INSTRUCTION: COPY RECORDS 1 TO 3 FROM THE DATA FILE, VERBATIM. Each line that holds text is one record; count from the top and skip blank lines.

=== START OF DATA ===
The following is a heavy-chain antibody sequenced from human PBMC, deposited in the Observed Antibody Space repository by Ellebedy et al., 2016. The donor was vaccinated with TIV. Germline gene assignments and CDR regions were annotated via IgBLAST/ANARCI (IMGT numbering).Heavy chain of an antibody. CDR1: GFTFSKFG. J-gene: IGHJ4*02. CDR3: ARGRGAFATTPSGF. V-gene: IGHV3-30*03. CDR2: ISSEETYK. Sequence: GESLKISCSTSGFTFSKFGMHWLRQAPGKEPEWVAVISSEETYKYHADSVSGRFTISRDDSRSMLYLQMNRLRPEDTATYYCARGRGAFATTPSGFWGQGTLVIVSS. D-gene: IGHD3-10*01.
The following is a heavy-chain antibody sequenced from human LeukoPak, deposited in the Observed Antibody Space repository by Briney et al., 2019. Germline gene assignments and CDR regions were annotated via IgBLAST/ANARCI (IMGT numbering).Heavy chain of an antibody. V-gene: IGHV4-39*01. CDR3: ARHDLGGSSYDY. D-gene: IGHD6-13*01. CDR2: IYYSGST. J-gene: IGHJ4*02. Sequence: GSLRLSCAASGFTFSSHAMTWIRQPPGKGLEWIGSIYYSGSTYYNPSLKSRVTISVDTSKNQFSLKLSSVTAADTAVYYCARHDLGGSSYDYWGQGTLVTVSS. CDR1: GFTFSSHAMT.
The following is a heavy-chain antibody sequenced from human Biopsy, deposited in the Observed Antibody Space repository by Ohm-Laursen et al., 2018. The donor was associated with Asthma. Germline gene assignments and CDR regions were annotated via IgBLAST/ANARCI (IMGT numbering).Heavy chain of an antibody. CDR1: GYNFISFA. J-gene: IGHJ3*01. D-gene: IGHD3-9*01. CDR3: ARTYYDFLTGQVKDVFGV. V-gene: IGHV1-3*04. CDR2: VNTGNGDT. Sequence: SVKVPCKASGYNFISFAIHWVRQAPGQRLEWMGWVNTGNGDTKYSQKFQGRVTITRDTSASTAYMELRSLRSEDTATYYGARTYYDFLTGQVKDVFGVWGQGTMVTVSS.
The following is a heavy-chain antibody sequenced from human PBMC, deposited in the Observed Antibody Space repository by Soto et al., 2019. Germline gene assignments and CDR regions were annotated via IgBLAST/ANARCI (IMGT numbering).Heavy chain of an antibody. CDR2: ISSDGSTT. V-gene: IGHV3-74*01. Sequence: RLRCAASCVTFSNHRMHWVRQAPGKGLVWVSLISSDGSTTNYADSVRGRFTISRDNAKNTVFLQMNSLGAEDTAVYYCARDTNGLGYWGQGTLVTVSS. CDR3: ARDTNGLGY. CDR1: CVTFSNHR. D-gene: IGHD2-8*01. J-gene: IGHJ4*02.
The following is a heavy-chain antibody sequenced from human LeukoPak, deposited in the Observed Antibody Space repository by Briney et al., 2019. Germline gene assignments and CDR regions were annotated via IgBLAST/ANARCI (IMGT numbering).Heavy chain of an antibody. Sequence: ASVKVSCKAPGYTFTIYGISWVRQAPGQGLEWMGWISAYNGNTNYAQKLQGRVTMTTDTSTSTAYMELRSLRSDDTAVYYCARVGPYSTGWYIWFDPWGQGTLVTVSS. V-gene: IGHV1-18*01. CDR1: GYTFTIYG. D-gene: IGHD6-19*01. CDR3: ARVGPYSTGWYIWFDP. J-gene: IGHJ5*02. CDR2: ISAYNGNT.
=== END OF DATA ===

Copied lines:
The following is a heavy-chain antibody sequenced from human PBMC, deposited in the Observed Antibody Space repository by Ellebedy et al., 2016. The donor was vaccinated with TIV. Germline gene assignments and CDR regions were annotated via IgBLAST/ANARCI (IMGT numbering).Heavy chain of an antibody. CDR1: GFTFSKFG. J-gene: IGHJ4*02. CDR3: ARGRGAFATTPSGF. V-gene: IGHV3-30*03. CDR2: ISSEETYK. Sequence: GESLKISCSTSGFTFSKFGMHWLRQAPGKEPEWVAVISSEETYKYHADSVSGRFTISRDDSRSMLYLQMNRLRPEDTATYYCARGRGAFATTPSGFWGQGTLVIVSS. D-gene: IGHD3-10*01.
The following is a heavy-chain antibody sequenced from human LeukoPak, deposited in the Observed Antibody Space repository by Briney et al., 2019. Germline gene assignments and CDR regions were annotated via IgBLAST/ANARCI (IMGT numbering).Heavy chain of an antibody. V-gene: IGHV4-39*01. CDR3: ARHDLGGSSYDY. D-gene: IGHD6-13*01. CDR2: IYYSGST. J-gene: IGHJ4*02. Sequence: GSLRLSCAASGFTFSSHAMTWIRQPPGKGLEWIGSIYYSGSTYYNPSLKSRVTISVDTSKNQFSLKLSSVTAADTAVYYCARHDLGGSSYDYWGQGTLVTVSS. CDR1: GFTFSSHAMT.
The following is a heavy-chain antibody sequenced from human Biopsy, deposited in the Observed Antibody Space repository by Ohm-Laursen et al., 2018. The donor was associated with Asthma. Germline gene assignments and CDR regions were annotated via IgBLAST/ANARCI (IMGT numbering).Heavy chain of an antibody. CDR1: GYNFISFA. J-gene: IGHJ3*01. D-gene: IGHD3-9*01. CDR3: ARTYYDFLTGQVKDVFGV. V-gene: IGHV1-3*04. CDR2: VNTGNGDT. Sequence: SVKVPCKASGYNFISFAIHWVRQAPGQRLEWMGWVNTGNGDTKYSQKFQGRVTITRDTSASTAYMELRSLRSEDTATYYGARTYYDFLTGQVKDVFGVWGQGTMVTVSS.